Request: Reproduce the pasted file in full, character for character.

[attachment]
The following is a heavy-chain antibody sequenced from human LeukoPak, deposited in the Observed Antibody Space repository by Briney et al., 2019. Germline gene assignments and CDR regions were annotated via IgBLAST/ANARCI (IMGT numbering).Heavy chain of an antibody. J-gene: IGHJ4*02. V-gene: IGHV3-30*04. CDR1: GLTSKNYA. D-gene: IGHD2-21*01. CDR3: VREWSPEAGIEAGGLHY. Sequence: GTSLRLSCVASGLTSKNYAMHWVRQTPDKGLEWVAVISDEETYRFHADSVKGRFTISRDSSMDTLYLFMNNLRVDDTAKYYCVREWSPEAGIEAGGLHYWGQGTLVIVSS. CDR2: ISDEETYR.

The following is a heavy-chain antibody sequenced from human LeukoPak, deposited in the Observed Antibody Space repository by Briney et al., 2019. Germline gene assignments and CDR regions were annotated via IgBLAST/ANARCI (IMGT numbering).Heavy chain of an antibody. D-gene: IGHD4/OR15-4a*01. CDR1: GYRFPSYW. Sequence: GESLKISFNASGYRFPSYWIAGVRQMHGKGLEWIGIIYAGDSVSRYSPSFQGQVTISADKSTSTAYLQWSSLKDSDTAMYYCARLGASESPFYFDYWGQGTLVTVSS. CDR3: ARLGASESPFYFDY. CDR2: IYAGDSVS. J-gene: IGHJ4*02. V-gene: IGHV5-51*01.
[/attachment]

The following is a heavy-chain antibody sequenced from human LeukoPak, deposited in the Observed Antibody Space repository by Briney et al., 2019. Germline gene assignments and CDR regions were annotated via IgBLAST/ANARCI (IMGT numbering).Heavy chain of an antibody. J-gene: IGHJ4*02. V-gene: IGHV3-30*04. CDR1: GLTSKNYA. D-gene: IGHD2-21*01. CDR3: VREWSPEAGIEAGGLHY. Sequence: GTSLRLSCVASGLTSKNYAMHWVRQTPDKGLEWVAVISDEETYRFHADSVKGRFTISRDSSMDTLYLFMNNLRVDDTAKYYCVREWSPEAGIEAGGLHYWGQGTLVIVSS. CDR2: ISDEETYR.

The following is a heavy-chain antibody sequenced from human LeukoPak, deposited in the Observed Antibody Space repository by Briney et al., 2019. Germline gene assignments and CDR regions were annotated via IgBLAST/ANARCI (IMGT numbering).Heavy chain of an antibody. D-gene: IGHD4/OR15-4a*01. CDR1: GYRFPSYW. Sequence: GESLKISFNASGYRFPSYWIAGVRQMHGKGLEWIGIIYAGDSVSRYSPSFQGQVTISADKSTSTAYLQWSSLKDSDTAMYYCARLGASESPFYFDYWGQGTLVTVSS. CDR3: ARLGASESPFYFDY. CDR2: IYAGDSVS. J-gene: IGHJ4*02. V-gene: IGHV5-51*01.